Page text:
Medium-Firm (aka Firm) Tofu has been aged and pressed a bit, and consequently will be more solid (as the name implies) than some other types of tofu which aren’t.
To make it, soy milk with a coagulant is poured into a vessel or mold. A cotton cloth is placed over top. When the bean cured has solidified, weight is pressed on top to force some water out.
Owing to its lower water content, firm tofu is more solid than silken tofu, has a coarser texture, and retains its shape better when cut. When sliced, it almost appears to have a “curd-like” aspect to its texture inside.
One of its names, “cotton tofu”, comes from its surface texture, which shows the weave of the cotton that the tofu is wrapped in to press the water out of it.
There are softer tofus (soft and silken); there is also a firmer one, called “Extra-firm tofu.” Some makers may label their medium-firm tofu as “medium-firm tofu”, to show its place in between the soft and extra-firm types in their product line-up; others may just call it “firm.” Some may even make a medium-firm, firm, and extra-firm, but the medium-firm and firm will be much the same, differing only in one being pressed just a bit more than the other.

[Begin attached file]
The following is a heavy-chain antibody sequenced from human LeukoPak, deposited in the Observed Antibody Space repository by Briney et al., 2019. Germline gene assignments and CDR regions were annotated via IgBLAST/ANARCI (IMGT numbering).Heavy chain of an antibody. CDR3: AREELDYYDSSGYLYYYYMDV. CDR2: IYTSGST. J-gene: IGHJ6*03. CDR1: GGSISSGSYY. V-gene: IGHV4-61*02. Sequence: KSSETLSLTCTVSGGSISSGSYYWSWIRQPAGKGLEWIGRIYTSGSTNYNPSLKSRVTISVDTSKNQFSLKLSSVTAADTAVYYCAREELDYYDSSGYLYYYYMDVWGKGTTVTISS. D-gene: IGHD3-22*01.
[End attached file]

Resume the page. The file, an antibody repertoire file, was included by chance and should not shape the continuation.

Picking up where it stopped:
If you want to cube tofu for frying, this firm / medium-firm tofu — or extra-firm — is the kind to use.
Unless you have a recipe to follow that directs otherwise, marinate the cubes for an hour or so before cooking in a blend of soy sauce, flavored vinegar, oyster sauce, etc. Then bake or fry sprayed with cooking spray, or in oil.
Compared to softer tofus, medium-firm tofu will be slightly higher in calories because per gram, you’re actually getting more tofu and less water.
Compared to extra-firm tofus, it will be lower in calories and depending on the brand, may even have a fat content that is half that of the extra-firm.